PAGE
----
Secretariat is obviously one of the most celebrated equines in the history of horse racing.
He won the Triple Crown in 1973, setting records in all three of the races that comprise the series—the Kentucky Derby, the Preakness Stakes, and the Belmont Stakes. He was also the subject of a hit movie a few years ago, and, of course, enjoyed regular appearances on The Late Late Show with Craig Ferguson:
But a racehorse has a relatively short career, and a relatively long life—they can live up to 30 years. So what happened to Secretariat when his winner’s circle days were over?
Well, for one thing, he spent a lot of time breeding. The owners of winning thoroughbreds can make big bucks this way. One of Secretariat’s sons, Canadian Bound, was the first horse to sell for more than a million dollars, bringing in $1.5 million in 1976. Unfortunately, Canadian Bound didn’t live up to the high expectations—in fact, none of the 600 horses Secretariat sired really did. The next generations have fared a bit better; the horse's great-granddaughter won the Belmont Stakes in 2007.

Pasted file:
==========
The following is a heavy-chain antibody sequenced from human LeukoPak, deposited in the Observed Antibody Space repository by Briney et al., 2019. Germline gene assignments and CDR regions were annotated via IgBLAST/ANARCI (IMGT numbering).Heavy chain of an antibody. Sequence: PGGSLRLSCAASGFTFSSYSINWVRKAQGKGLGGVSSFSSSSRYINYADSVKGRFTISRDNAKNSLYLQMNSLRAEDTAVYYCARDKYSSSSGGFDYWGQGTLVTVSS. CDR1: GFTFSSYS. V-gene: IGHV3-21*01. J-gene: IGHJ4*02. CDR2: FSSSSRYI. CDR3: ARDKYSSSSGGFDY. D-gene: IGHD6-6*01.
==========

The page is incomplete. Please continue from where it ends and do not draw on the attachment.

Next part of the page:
Though horses can live for three decades, sadly, Secretariat wasn’t one of them. At the age of 19, the celebrated horse developed laminitis, an inflammation of the tissue that bonds the hoof to the bone. The condition is painful for the horse and extremely hard to treat. After a month of treatment did nothing to ease Secretariat’s pain, the red stallion was euthanized on October 4, 1989. Buried at Claiborne Farm in Kentucky, the legend was given the honor of being buried whole, a rare occurrence for racehorses. Typically, the burial includes just the head, heart, and hooves.
By the way, according to owner Penny Chenery, the horse was named by her father’s secretary, Elizabeth Ham. Ham suggested the name because she had formerly worked for an American diplomat at the United Nations in Geneva, which was home to the old League of Nations secretariat. The name was actually their sixth choice—the first five (Scepter, Royal Line, Something Special, Games of Chance, and Deo Volente) were already being used.